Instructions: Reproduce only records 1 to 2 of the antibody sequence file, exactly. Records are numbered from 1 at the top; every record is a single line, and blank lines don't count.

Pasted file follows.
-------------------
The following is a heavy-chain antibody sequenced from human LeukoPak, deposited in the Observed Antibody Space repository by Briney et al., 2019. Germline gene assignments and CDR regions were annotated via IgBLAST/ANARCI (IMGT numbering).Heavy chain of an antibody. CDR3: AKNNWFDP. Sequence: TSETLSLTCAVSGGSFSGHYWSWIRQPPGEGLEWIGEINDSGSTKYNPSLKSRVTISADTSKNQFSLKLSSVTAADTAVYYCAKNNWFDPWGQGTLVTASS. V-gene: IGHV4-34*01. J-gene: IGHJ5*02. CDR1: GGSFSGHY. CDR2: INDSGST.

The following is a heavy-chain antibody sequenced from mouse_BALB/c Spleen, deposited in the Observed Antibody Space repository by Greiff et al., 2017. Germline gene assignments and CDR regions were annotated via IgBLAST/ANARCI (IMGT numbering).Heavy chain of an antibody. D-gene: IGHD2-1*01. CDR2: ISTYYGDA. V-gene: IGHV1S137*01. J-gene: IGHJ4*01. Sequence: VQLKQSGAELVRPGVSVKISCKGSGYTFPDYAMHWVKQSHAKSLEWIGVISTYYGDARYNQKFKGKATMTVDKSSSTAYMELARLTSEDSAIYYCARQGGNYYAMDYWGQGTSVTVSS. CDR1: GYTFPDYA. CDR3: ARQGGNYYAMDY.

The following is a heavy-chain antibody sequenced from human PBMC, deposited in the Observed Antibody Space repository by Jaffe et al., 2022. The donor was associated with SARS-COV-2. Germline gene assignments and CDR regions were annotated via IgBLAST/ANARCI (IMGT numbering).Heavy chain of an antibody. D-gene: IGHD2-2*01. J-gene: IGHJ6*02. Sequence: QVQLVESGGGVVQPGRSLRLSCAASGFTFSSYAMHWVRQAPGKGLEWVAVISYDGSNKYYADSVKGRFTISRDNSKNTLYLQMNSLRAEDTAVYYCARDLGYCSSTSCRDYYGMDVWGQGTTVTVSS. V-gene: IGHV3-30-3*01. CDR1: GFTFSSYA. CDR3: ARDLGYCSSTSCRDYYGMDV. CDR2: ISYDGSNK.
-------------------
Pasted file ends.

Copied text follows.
The following is a heavy-chain antibody sequenced from human LeukoPak, deposited in the Observed Antibody Space repository by Briney et al., 2019. Germline gene assignments and CDR regions were annotated via IgBLAST/ANARCI (IMGT numbering).Heavy chain of an antibody. CDR3: AKNNWFDP. Sequence: TSETLSLTCAVSGGSFSGHYWSWIRQPPGEGLEWIGEINDSGSTKYNPSLKSRVTISADTSKNQFSLKLSSVTAADTAVYYCAKNNWFDPWGQGTLVTASS. V-gene: IGHV4-34*01. J-gene: IGHJ5*02. CDR1: GGSFSGHY. CDR2: INDSGST.

The following is a heavy-chain antibody sequenced from mouse_BALB/c Spleen, deposited in the Observed Antibody Space repository by Greiff et al., 2017. Germline gene assignments and CDR regions were annotated via IgBLAST/ANARCI (IMGT numbering).Heavy chain of an antibody. D-gene: IGHD2-1*01. CDR2: ISTYYGDA. V-gene: IGHV1S137*01. J-gene: IGHJ4*01. Sequence: VQLKQSGAELVRPGVSVKISCKGSGYTFPDYAMHWVKQSHAKSLEWIGVISTYYGDARYNQKFKGKATMTVDKSSSTAYMELARLTSEDSAIYYCARQGGNYYAMDYWGQGTSVTVSS. CDR1: GYTFPDYA. CDR3: ARQGGNYYAMDY.